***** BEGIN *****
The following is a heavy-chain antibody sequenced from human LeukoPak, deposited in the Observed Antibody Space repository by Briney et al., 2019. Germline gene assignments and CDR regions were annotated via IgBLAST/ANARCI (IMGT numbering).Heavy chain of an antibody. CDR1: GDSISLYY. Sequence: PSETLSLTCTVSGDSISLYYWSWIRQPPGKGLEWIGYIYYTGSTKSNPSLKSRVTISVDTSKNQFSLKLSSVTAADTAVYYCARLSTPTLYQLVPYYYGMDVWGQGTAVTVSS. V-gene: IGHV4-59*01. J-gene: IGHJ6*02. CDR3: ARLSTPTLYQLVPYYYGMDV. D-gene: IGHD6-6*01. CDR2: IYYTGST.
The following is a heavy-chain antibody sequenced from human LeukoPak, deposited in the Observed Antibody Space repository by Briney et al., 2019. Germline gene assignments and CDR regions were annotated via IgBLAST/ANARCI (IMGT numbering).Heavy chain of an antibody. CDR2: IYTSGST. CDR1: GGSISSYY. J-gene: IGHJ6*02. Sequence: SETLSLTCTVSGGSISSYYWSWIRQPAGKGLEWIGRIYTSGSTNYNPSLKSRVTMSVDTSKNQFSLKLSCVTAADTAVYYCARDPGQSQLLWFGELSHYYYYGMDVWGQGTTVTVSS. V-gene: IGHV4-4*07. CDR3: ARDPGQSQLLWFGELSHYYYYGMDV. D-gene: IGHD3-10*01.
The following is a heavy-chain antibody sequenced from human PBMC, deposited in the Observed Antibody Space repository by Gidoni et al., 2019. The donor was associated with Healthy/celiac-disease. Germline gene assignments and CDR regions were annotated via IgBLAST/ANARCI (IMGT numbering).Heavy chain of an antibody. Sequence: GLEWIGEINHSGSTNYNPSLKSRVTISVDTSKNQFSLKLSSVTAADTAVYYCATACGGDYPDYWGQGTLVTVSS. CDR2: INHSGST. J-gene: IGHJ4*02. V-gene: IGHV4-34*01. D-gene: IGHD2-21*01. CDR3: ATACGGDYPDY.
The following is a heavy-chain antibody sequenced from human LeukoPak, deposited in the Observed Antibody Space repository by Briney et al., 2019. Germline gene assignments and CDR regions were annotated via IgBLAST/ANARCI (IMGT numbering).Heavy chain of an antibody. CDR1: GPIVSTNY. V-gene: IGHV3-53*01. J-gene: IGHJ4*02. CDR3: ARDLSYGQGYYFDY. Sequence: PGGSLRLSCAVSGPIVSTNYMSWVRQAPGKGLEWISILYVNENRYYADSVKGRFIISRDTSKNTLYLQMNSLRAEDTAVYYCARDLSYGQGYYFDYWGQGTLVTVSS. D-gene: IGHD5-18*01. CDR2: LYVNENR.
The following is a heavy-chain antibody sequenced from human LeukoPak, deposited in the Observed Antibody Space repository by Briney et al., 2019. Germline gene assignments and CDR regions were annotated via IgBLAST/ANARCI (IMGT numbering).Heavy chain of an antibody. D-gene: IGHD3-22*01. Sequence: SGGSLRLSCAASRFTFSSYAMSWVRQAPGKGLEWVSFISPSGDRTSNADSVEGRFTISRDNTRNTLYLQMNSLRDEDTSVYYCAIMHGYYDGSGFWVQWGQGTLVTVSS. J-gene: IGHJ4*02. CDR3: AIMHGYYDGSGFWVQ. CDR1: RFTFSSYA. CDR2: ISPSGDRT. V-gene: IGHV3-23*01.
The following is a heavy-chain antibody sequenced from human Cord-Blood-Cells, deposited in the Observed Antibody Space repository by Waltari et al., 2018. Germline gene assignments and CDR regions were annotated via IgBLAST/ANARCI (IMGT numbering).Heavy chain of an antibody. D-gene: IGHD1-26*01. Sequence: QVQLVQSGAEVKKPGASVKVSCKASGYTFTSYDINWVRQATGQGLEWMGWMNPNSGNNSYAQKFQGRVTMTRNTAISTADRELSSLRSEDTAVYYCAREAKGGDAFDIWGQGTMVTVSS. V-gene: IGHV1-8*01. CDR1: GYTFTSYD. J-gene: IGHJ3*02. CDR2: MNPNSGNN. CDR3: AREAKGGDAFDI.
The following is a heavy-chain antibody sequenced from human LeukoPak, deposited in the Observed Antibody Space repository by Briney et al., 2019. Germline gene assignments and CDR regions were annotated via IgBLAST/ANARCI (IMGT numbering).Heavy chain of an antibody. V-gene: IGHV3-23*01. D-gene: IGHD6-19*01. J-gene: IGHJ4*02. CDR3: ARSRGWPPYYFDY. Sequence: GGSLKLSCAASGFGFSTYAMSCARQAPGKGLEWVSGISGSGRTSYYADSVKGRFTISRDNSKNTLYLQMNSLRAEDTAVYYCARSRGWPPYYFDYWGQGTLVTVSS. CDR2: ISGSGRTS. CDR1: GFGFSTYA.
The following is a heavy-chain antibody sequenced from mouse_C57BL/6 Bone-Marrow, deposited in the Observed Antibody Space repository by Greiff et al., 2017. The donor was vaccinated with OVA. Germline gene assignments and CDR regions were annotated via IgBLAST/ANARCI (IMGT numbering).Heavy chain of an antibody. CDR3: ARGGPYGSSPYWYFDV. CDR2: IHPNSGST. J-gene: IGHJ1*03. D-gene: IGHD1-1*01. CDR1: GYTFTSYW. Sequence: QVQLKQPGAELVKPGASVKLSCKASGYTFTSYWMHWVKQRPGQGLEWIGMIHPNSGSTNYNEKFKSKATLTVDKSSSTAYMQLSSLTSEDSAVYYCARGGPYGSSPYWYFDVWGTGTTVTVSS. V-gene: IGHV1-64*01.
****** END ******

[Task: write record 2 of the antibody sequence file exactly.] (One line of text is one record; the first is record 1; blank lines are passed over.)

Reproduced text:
The following is a heavy-chain antibody sequenced from human LeukoPak, deposited in the Observed Antibody Space repository by Briney et al., 2019. Germline gene assignments and CDR regions were annotated via IgBLAST/ANARCI (IMGT numbering).Heavy chain of an antibody. CDR2: IYTSGST. CDR1: GGSISSYY. J-gene: IGHJ6*02. Sequence: SETLSLTCTVSGGSISSYYWSWIRQPAGKGLEWIGRIYTSGSTNYNPSLKSRVTMSVDTSKNQFSLKLSCVTAADTAVYYCARDPGQSQLLWFGELSHYYYYGMDVWGQGTTVTVSS. V-gene: IGHV4-4*07. CDR3: ARDPGQSQLLWFGELSHYYYYGMDV. D-gene: IGHD3-10*01.